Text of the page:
Although Ian Gillan left the band and Roger Glover quickly followed suit there was no let up in the rolling of the Deep Purple machine with the new boys, a young David Coverdale on vocals and from Trapeze, Glenn Hughes on bass and vocals.
With the release of ‘Burn’ in 1974, Deep Purple were one of the biggest grossing rock bands which saw the band fly around the world in their own private jet and headline the Californian Jam in front of a reported 250,000 people on a bill that also included ELP and Black Sabbath amongst many others.
Later that year they would release another studio album in ‘Stormbringer’, the last to feature Blackmore who was unhappy in the new funky soul direction the band was moving into.
Whilst all this success was going on Jon Lord still found time to work on classical projects including ‘Gemini Suite’, ‘Windows’ and ‘Sarabande’ as well as an album with Tony Ashton with ‘Last Of The Big Bands’ and a film soundtrack with ‘The Last Rebel’.
There was one more album with Deep Purple in ‘Come Taste The Band’ in 1975 with new American guitarist Tommy Bolin. After a disastrous Asian tour the band finally imploded after a gig in Liverpool in 76 and Ian Paice and Jon Lord agreed to call Deep Purple a day. The drugs, stress and hard touring had finally taken their toll.
However it didn’t take long for Jon Lord and Ian Paice to join forces again with Lord’s old buddy Tony Ashton to form the short lived Paice, Ashton, Lord – or PAL for short – to record one album ‘Malice In Wonderland’, A funky jazz affair which also featured Bernie Marsden on guitar.
Between 1978-84 Jon Lord joined former Purple singer David Coverdale in Whitesnake who at times also had Ian Paice in the band.
Although the band were popular having hit albums and singles, Jon Lord was unhappy at just being a hired gun and not having the room to express himself in his playing as he had in Purple. With Coverdale wanting the age group of the band under the forty age bracket Lord left the band.
Jon Lord also found time to record another solo album in 82 with ‘Before I Forget’.
In 1984 the world expressed surprise as one of the first ever reformations of a major rock band took place as it was announced that the classic Deep Purple Mk II line up of Gillan-Glover-Lord-Paice-Blackmore would record a new album and tour the world.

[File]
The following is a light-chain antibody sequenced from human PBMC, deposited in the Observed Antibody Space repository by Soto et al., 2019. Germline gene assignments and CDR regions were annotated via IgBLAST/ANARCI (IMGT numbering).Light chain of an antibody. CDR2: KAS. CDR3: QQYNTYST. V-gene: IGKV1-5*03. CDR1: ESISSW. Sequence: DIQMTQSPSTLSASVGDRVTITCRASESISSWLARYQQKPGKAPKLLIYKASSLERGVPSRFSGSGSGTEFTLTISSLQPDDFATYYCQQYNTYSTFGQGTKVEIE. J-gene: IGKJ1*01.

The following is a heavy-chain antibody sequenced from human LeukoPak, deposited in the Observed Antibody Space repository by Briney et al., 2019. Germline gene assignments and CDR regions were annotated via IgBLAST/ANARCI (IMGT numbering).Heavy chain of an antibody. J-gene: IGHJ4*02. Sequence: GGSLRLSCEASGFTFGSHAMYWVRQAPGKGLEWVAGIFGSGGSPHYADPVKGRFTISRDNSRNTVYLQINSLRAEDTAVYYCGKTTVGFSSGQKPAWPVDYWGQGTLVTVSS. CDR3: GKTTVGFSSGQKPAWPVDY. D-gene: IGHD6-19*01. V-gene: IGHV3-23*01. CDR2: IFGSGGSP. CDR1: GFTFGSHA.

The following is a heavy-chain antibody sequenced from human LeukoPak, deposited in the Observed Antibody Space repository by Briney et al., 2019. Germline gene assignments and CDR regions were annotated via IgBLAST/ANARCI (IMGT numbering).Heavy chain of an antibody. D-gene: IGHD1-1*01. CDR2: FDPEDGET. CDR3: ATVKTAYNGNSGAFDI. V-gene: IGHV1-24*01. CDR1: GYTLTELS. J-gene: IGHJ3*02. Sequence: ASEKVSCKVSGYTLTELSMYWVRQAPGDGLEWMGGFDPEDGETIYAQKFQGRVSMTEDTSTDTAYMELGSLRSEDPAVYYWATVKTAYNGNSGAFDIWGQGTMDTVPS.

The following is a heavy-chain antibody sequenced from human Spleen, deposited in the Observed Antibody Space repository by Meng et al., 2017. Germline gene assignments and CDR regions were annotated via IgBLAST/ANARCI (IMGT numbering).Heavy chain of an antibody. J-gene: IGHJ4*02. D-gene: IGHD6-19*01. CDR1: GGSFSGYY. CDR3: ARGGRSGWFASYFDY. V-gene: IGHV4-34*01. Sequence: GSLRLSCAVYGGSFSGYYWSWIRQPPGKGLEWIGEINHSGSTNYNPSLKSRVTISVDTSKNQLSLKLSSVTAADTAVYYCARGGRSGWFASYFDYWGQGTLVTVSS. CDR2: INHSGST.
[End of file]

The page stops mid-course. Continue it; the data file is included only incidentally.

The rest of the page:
The resulting album, ‘Perfect Strangers’, didn’t set the world alight as before but was still regarded as a good solid rock album. The reformation gave Jon Lord the chance again to hammer away on the Hammond to the delight of many rock fans.
Although the reformed Deep Purple would take many twists and turns throughout the years with Gillan leaving and re-rejoining and Canadian Steve Morse replacing Blackmore, giving Purple yet another new dimension and this line up toured the world harder than ever before.
Jon Lord finally retired from Deep Purple in 2002 reportedly after having trouble after knee surgery, but Lord was also finding life on the road a chore and was very saddened to be away on tour when his best friend Tony Ashton sadly passed away.
Jon Lord played his last official gig with Deep Purple in Ipswich 2002 but has guested with the band on many occasions since then. Jon Lord gave his blessing for Don Airey to be his replacement.
Jon Lord continued to make music and made the classical albums ‘Pictured Within’, ‘Beyond The Notes’ and more recently ‘To Notice Such Things’ which was released in 2010. Lord has continued to do occasional concerts, mainly in Germany and East Europe in places such as Bulgaria and Hungary despite having to receive treatment for pancreatic cancer.
Lord held a positive attitude in fighting the disease and more recently had been touring a re-working of ‘Sarabande’.
Jon Lord has moved from darkness to light. He leaves behind his wife Vickie Lord and his daughters Amy and Sara.
Jonathan Douglas Lord 9th June 1941- 16th July 2012